A few days ago, while down a rabbit hole related to IPv6, I discovered that broadband internet in Latvia costs a fraction of what it costs here in the USA, thanks largely to monopolies granted many years ago by the FCC.
I’m paying Comcast $82 per month for 150 Mbps cable internet service. In Latvia I could get 100 Mbps for €12 or 300 Mbps for €15.
Comcast have been “advertising” on NPR that they are helping families get connected to the internet. I think this claim would ring truer if decently-fast Comcast broadband cost $15/month rather than $80 or more.
Lastly, having decided to change my site generator to generate HTML instead of XHTML, I had to figure what was going on in the world of “HTML5” – which I have blissfully ignored for the past few years. I was surprised to discover that the HTML standard has actually forked. There are now two standards bodies – the W3C and WHATWG – both working on and publishing HTML standards. W3C – who had abandoned HTML in favor of XHTML and other XML-based technologies – have jumped back onto the HTML bandwagon; but whereas the WHATWG (an organization of browser vendors) want HTML to be a “living standard”, the W3C want it to be, as it has been in the past, a versioned standard.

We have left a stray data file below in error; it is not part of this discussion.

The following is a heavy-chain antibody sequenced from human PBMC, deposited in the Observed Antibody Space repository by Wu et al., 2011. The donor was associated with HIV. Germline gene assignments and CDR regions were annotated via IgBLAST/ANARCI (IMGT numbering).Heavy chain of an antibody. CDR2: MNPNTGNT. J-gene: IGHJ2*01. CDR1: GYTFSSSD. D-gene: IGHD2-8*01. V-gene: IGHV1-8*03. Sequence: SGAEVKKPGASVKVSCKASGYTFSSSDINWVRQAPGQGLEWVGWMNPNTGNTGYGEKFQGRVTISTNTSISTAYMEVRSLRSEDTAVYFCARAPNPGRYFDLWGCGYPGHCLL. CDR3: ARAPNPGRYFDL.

The WHATWG has this to say about the difference in approaches (from the HTML spec introduction):
For a number of years, both groups [W3C and WHATWG] then worked together. In 2011, however, the groups came to the conclusion that they had different goals: the W3C wanted to publish a “finished” version of “HTML5”, while the WHATWG wanted to continue working on a Living Standard for HTML, continuously maintaining the specification rather than freezing it in a state with known problems, and adding new features as needed to evolve the platform.
Since then, the WHATWG has been working on this specification (amongst others), and the W3C has been copying fixes made by the WHATWG into their fork of the document (which also has other changes).
You can choose to follow either standard, but since your HTML will be, in all likelihood, consumed by a web browser (or a web browser engine such as Electron), the WHATWG standard is more likely to be accurate and useful.
Read the 2018 journal.